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Publication numberUS8436637 B1
Publication typeGrant
Application numberUS 13/043,733
Publication dateMay 7, 2013
Filing dateMar 9, 2011
Priority dateMar 15, 2010
Fee statusPaid
Also published asUS9276564
Publication number043733, 13043733, US 8436637 B1, US 8436637B1, US-B1-8436637, US8436637 B1, US8436637B1
InventorsWilliam L. Ditto, Pritiraj Mohanty, Sudeshna Sinha, Ardeshir R. Bulsara, Diego N. Guerra, Krishnamurthy Murali
Original AssigneeThe United States Of America As Represented By The Secretary Of The Navy
Export CitationBiBTeX, EndNote, RefMan
External Links: USPTO, USPTO Assignment, Espacenet
Noise-assisted reprogrammable nanomechanical logic gate and method
US 8436637 B1
Abstract
A nanomechanical device, operating as a reprogrammable logic gate, and performing fundamental logic functions such as AND/OR and NAND/NOR. The logic function can be programmed (e.g., from AND to OR) dynamically, by adjusting the operating parameters of the resonator. The device can access one of two stable steady states, according to a specific logic function; this operation is mediated by the noise floor which can be directly adjusted, or dynamically tuned via an adjustment of the underlying nonlinearity of the resonator, i.e., it is not necessary to have direct control over the noise floor. The demonstration of this reprogrammable nanomechanical logic gate affords a path to the practical realization of a new generation of mechanical computers.
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Claims(3)
What is claimed is:
1. A nanomechanical logic device comprising:
a nanomechanical resonator operating in a nonlinear frequency regime having two different vibrational steady states;
first bias means applied to the resonator for inducing the two vibrational steady states with a controllable drive signal thereby creating the two vibrational steady states representing different logic states having a logic value as an output;
second bias means for applying noise to the resonator; and
logic signal input bias means applied to the resonator for producing a modulation of the nonlinear frequency regime which, with the presence of the noise, induces switching between the two vibrational steady states and changing the logic value of the output.
2. The logic device of claim 1, wherein a general logic function defined by a set of inputs and a set of outputs comprises at least one of:
an AND function; an OR function; a NAND function; or a NOR function.
3. The logic device of claim 2, wherein the logic function is dynamically programmable for the logic device.
Description
CROSS-REFERENCE TO RELATED PATENT APPLICATIONS

The present application is related to U.S. provisional patent application Ser. No. 61/314,117, filed Mar. 15, 2010, entitled Noise-Assisted Reprogrammable Nanomechanical Logic Gates And Related Methods, the details of which are hereby incorporated by reference herein, and priority is claimed herein under 35 USC 119(e).

FEDERALLY-SPONSORED RESEARCH AND DEVELOPMENT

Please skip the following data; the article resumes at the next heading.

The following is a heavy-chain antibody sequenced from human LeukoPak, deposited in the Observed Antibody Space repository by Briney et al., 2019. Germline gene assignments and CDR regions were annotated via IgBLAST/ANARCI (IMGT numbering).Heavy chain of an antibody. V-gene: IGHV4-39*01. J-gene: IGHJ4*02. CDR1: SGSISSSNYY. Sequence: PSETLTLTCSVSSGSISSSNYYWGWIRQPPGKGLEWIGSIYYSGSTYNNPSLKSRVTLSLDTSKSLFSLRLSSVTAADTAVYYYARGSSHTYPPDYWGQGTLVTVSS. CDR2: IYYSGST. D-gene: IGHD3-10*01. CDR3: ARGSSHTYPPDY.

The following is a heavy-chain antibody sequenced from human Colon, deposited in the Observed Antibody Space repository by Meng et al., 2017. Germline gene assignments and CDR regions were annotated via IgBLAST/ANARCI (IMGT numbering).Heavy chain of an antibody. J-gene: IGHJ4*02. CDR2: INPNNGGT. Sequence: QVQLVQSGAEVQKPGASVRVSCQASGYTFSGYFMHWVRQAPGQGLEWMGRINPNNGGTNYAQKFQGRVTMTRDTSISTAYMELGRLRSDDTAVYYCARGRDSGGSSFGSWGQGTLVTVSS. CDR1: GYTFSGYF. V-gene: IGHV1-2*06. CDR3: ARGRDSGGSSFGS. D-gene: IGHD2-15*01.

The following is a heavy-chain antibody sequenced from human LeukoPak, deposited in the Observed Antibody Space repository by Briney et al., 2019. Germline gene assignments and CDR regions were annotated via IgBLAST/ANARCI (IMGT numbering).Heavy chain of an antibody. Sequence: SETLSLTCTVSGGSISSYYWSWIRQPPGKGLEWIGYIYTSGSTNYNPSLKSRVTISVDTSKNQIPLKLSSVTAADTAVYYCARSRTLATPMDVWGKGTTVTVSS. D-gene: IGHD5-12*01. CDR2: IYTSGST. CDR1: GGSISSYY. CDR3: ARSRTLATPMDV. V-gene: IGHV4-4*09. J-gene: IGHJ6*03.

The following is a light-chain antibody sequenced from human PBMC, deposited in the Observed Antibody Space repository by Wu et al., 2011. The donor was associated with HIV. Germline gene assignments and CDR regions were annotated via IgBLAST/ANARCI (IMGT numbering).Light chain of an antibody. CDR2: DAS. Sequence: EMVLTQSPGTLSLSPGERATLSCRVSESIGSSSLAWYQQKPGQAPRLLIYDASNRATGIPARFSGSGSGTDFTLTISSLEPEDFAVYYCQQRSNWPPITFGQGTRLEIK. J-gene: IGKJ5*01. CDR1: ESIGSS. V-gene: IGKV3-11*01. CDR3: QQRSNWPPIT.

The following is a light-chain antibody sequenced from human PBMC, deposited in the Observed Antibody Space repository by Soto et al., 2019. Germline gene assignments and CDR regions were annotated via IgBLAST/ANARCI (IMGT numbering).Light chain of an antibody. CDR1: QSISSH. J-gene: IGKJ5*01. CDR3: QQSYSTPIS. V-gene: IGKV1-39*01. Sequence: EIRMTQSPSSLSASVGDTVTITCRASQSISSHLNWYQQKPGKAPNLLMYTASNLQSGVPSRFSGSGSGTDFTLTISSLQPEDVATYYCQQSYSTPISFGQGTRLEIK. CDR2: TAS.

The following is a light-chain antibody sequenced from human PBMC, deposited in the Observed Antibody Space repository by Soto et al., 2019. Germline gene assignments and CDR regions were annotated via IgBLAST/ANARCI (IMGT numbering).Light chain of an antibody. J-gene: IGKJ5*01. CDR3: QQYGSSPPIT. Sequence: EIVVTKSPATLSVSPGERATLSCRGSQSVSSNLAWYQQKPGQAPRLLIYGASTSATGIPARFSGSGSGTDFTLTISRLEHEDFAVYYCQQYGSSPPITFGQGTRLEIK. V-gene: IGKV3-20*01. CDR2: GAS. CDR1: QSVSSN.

This invention (Navy Case No 101,026) is assigned to the United States Government and is available for licensing for commercial purposes. Licensing and technical inquiries may be directed to the Office of Research and Technical Applications, Space and Naval Warfare Systems Center, Pacific, Code 72120, San Diego, Calif., 92152; voice (619)553-5118; email ssc pac t2@navy.milemail.

BACKGROUND OF THE INVENTION

Practical realization of a nanomechanical logic device, capable of performing fundamental logic operations, is yet to be demonstrated despite a longstanding effort towards scalable mechanical computation. Almost two centuries ago in 1822, Charles Babbage presented a mechanical computing device that he called the “Difference Engine,” to the Royal Astronomical Society. Before this event, though, the search for mechanical computing devices had already been inherent to attempts to build machines capable of computation. This search has, today, taken on added urgency as we seek to exploit emerging techniques for the manipulation of matter at nanometer length scales. With Boole's ideas on logic operations with two states, an added dimension to computing, logic elements or gates, has come to dominate modern computation. However, mechanical logic, especially at the very small length scales and in the presence of a noise floor, has proven difficult to realize despite some recent experimental efforts.

SUMMARY OF THE INVENTION

In one preferred embodiment, the present invention provides a logic device comprising a resonator operating in a nonlinear frequency regime having two different vibrational steady states. A first bias means is applied to the resonator for inducing the two vibrational states with a controllable drive signal thereby creating the first and second steady states representing logic states as an output. A second bias means applies noise to the resonator and a logic signal input bias means is applied to the resonator for producing a modulation of the resonator frequency which, with the presence of the noise, induces switching between the two vibrational states and changing the logic value of the output. The logic device can further include a general logic function defined by a set of inputs and a set of outputs comprises at least one of an AND function; an OR function; a NAND function; or a NOR function. The logic device can further include a logic function wherein the logic function is dynamically programmable for the logic device.